Oliver Wyman is proud to be a sponsor of the Future of Financial Intelligence Sharing initiative (FFIS) and its most recent report “Five years of growth in public–private financial information-sharing partnerships to tackle crime.”
In five years, from 2015 to 2020, the concept of intensive cooperation between public agencies and private financial institutions to detect crime has moved from an outlying innovation in the U.S. and the UK, to become a mainstream component of how advanced liberal democracies tackle financial crime.
This report charts the rise of this phenomenon and includes a comprehensive description of national and trans-national public– private financial information-sharing partnerships worldwide. This study is the product of a survey of 23 financial information-sharing partnerships. Collectively, these partnerships cover financial crime threats as diverse as organ trafficking and the illegal wildlife trade, to terrorist financing.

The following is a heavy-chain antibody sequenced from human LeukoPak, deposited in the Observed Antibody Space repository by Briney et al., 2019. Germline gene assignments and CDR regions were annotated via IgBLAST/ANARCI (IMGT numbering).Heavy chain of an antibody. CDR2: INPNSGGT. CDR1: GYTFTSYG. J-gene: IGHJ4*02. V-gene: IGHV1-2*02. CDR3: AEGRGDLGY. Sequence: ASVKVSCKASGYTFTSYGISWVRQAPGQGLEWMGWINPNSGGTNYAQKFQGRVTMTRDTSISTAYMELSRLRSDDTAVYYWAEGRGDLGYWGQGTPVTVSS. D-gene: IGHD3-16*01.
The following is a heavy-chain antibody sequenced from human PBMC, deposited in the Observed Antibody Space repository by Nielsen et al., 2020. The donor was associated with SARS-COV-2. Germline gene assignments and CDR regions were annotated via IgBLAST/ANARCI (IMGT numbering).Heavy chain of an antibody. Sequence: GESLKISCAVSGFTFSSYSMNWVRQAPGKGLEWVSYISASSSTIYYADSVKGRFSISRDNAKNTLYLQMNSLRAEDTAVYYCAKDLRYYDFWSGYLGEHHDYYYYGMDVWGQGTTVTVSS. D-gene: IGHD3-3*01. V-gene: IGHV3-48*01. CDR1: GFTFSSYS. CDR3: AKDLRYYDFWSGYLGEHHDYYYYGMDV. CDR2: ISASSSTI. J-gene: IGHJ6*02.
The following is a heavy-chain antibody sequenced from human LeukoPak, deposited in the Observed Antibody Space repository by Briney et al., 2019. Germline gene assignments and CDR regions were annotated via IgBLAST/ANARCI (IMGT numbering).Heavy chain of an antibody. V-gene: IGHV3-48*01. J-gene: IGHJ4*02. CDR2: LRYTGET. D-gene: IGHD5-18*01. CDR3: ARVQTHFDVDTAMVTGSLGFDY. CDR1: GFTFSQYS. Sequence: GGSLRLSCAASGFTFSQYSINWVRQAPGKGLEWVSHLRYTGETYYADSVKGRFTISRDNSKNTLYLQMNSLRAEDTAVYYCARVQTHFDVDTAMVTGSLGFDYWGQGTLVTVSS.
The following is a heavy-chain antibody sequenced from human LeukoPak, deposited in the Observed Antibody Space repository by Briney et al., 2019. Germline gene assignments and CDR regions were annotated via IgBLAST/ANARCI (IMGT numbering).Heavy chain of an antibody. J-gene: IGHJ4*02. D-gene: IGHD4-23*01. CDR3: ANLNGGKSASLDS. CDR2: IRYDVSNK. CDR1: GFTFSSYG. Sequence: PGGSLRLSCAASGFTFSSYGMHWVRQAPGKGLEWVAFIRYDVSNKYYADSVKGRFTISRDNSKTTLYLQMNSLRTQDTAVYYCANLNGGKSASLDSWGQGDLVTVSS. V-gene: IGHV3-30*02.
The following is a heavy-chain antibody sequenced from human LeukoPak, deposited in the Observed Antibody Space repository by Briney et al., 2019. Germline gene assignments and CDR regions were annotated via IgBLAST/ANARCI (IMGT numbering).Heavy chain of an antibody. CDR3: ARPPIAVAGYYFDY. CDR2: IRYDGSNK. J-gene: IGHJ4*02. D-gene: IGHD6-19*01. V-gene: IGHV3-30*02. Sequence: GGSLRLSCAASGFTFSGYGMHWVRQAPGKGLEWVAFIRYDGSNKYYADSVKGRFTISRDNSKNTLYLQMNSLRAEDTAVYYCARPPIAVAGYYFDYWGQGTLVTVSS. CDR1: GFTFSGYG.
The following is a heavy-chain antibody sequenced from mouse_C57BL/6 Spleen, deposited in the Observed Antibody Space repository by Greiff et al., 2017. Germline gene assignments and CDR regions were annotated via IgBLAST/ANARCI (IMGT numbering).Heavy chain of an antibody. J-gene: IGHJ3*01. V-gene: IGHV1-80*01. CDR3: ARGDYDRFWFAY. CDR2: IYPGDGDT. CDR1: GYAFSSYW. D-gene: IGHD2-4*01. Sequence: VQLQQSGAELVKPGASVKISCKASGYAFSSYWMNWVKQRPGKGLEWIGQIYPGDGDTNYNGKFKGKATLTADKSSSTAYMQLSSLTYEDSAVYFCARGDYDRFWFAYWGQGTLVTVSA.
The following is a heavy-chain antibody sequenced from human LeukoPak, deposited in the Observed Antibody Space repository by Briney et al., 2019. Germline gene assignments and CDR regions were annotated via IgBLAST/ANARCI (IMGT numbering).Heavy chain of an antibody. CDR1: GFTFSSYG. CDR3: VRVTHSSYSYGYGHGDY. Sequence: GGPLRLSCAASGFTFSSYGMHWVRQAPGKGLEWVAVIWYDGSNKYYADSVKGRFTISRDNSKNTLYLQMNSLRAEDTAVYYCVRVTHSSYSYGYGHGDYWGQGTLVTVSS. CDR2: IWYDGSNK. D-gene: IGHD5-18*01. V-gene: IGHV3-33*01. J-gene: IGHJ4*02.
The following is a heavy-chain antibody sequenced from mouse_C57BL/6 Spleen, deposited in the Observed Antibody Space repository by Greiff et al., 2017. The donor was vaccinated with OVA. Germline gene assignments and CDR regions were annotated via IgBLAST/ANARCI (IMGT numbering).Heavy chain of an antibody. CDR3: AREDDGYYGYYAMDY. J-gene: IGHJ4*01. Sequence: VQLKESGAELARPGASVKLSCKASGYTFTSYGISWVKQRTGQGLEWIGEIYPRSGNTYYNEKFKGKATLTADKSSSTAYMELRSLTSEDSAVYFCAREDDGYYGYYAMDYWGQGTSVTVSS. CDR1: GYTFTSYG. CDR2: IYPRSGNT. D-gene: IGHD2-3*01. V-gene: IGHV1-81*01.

These threats are now being addressed in collaborative, though somewhat exclusive, forums that bring major financial institutions into close dialogue with law enforcement and intelligence agencies to detect, disrupt and prevent underlying crime. Such partnerships can support the sharing of tactical information, to enhance ongoing law enforcement investigations, and, at a strategic level, can enable the exchange of insights relating to financial crime threats and risks.
At the strategic level, partnerships collaborate to develop financial crime typologies (sometimes referred to as ‘alerts’ or advisories) and to co-develop, test and refine financial indicators to improve regulatory reporting from the private sector.